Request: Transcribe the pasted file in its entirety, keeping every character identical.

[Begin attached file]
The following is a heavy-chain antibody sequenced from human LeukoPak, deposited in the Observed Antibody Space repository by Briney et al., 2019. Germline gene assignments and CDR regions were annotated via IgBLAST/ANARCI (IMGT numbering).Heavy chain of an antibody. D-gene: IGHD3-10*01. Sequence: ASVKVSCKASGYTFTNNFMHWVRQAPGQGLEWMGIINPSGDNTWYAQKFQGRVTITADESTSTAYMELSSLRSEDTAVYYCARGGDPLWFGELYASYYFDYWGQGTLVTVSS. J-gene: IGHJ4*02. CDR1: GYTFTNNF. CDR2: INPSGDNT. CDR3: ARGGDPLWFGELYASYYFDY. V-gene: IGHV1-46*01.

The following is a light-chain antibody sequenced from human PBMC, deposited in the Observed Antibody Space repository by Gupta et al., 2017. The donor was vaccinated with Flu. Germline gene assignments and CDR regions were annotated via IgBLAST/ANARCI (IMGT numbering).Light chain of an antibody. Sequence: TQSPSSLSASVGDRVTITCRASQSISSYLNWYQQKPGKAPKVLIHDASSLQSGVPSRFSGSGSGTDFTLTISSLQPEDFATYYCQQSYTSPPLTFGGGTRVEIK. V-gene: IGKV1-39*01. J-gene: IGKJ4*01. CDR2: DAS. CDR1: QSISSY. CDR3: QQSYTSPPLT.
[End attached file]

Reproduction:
The following is a heavy-chain antibody sequenced from human LeukoPak, deposited in the Observed Antibody Space repository by Briney et al., 2019. Germline gene assignments and CDR regions were annotated via IgBLAST/ANARCI (IMGT numbering).Heavy chain of an antibody. D-gene: IGHD3-10*01. Sequence: ASVKVSCKASGYTFTNNFMHWVRQAPGQGLEWMGIINPSGDNTWYAQKFQGRVTITADESTSTAYMELSSLRSEDTAVYYCARGGDPLWFGELYASYYFDYWGQGTLVTVSS. J-gene: IGHJ4*02. CDR1: GYTFTNNF. CDR2: INPSGDNT. CDR3: ARGGDPLWFGELYASYYFDY. V-gene: IGHV1-46*01.

The following is a light-chain antibody sequenced from human PBMC, deposited in the Observed Antibody Space repository by Gupta et al., 2017. The donor was vaccinated with Flu. Germline gene assignments and CDR regions were annotated via IgBLAST/ANARCI (IMGT numbering).Light chain of an antibody. Sequence: TQSPSSLSASVGDRVTITCRASQSISSYLNWYQQKPGKAPKVLIHDASSLQSGVPSRFSGSGSGTDFTLTISSLQPEDFATYYCQQSYTSPPLTFGGGTRVEIK. V-gene: IGKV1-39*01. J-gene: IGKJ4*01. CDR2: DAS. CDR1: QSISSY. CDR3: QQSYTSPPLT.